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The history of the diode

The history of the diode
The diode is a detector used as a radio receiver. Thermocouple diodes (vacuum tubes) and solid-state diodes (semiconductors) were developed around the same time in the early 20th century. By the 1950s, due to the poor stability of early point-contact semiconductor diodes, vacuum tube diodes were used more frequently in radios. In addition, most receivers have vacuum tubes for amplification, and vacuum tube rectifiers and gas-filled rectifiers can handle some high-voltage rectification tasks, which are better than semiconductor diodes at the time (such as selenium rectifiers). Nowadays, diodes have become the basic components of PCBA boards.


1. Vacuum tube diode

In 1873, Frederick Guthrie discovered the basic operating principles of thermionic diodes. Guthrie discovered that a positively charged electron microscope can be discharged through an incandescent metal sheet close to the ground. The same situation does not apply to negatively charged electron microscopes, indicating that the current can only proceed in one direction.

Thomas Edison rediscovered this principle independently on February 13, 1880, when Edison was investigating why the filament of his carbon-filament bulb almost always burned at the end that was connected. He has a special light bulb made of a metal plate sealed in a glass envelope. Using this device, he confirmed that an invisible current flows from the luminous filament through the vacuum to the metal plate, but only when the plate is connected to a positive power source, will the current flow.

Edison designed a circuit in which the modified bulb effectively replaced the resistance in the DC voltmeter. Edison obtained a patent for this invention in 1884. Since this device had no obvious practical use at the time, the patent application was just a precautionary measure in case others did discover the so-called Edison effect.

About 20 years later, John Ambrose Fleming, a scientific adviser to Marconi and former Edison employees, realized that the Edison effect could be used as a precision radio detector. Fleming obtained the first real thermionic diode, the Fleming valve, in England on November 16, 1904.

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2. Solid state diode

In 1874, German scientist Karl Ferdinand Braun discovered the "unidirectional conduction" of crystals. Braun obtained a patent for crystal rectifiers in 1899. Copper oxide and selenium rectifiers were developed for power applications in the 1930s.

The Indian scientist Jagadish Chandra Bose was the first to use a crystal to detect radio waves in 1894. The crystal detector was developed as a wireless telegraph practical device for Greenleaf Whittier Pickard. Greenleaf Whittier Pickard invented a silicon crystal detector in 1903 and obtained a patent on November 20, 1906. Other experimenters tried various other substances, the most widely used of which was the mineral galena (lead sulfide). The performance of other substances is slightly better, but galena is the most widely used because it has the advantages of being cheap and easy to obtain.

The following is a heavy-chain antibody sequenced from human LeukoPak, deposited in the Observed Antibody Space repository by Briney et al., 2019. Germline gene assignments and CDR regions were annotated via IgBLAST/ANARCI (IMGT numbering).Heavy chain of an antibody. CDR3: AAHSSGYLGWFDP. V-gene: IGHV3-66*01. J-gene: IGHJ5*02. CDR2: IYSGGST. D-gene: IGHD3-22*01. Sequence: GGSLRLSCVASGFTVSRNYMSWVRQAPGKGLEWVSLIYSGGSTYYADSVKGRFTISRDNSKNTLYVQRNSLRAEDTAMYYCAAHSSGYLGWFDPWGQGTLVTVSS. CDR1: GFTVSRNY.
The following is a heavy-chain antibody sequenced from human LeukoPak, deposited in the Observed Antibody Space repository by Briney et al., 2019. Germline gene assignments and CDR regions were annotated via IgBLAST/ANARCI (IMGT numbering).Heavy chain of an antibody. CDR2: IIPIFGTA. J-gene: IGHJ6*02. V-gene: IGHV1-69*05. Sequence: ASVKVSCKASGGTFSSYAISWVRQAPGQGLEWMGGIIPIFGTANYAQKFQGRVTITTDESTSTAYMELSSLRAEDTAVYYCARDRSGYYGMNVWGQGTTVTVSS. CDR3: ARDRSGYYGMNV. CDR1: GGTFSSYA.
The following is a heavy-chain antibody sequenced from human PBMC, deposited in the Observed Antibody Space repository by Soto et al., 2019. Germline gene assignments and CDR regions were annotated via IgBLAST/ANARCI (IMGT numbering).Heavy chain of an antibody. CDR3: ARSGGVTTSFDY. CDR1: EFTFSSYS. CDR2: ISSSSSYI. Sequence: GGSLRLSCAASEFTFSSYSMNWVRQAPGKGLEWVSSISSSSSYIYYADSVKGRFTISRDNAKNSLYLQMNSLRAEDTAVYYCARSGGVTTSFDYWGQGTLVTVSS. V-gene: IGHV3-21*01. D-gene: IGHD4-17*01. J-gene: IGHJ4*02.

The crystal detectors in these early crystal radios consisted of adjustable wire contacts, usually made of gold or platinum because of their indispensable properties. This troublesome device was replaced by thermionic diodes (vacuum tubes) in the 1920s, but after high-purity semiconductor materials became available, in the 1950s, crystal detectors returned to mainstream use, such as inexpensive Fixed germanium diode. Bell Labs has also developed germanium diodes for microwave reception. AT&T uses this type of diode in its microwave towers. Since the end of the 1940s, it has been used in mobile phones and Internet TV signals. Bell Labs has not yet developed a satisfactory microwave receiving thermocouple diode.

3. Rectifier

When the rectifier is used to rectify a lower power signal, it is usually found that there is a higher current and voltage. Such as power rectifiers (half-wave, full-wave, bridge) and flyback diodes.

4. The smallest diode in the world

Researchers at the University of Georgia and Ben Gurion University of the Negev (BGU) have developed a diode made of DNA molecules. Professor Xu Bingqian of the College of Engineering at the University of Georgia and his team took a single DNA molecule composed of 11 base pairs and connected it to an electronic circuit of several nanometers. When the coral between the layers is inserted between the DNA layers, the current jumps to between the negative value and 15 times the positive value, which is the nanodiode.
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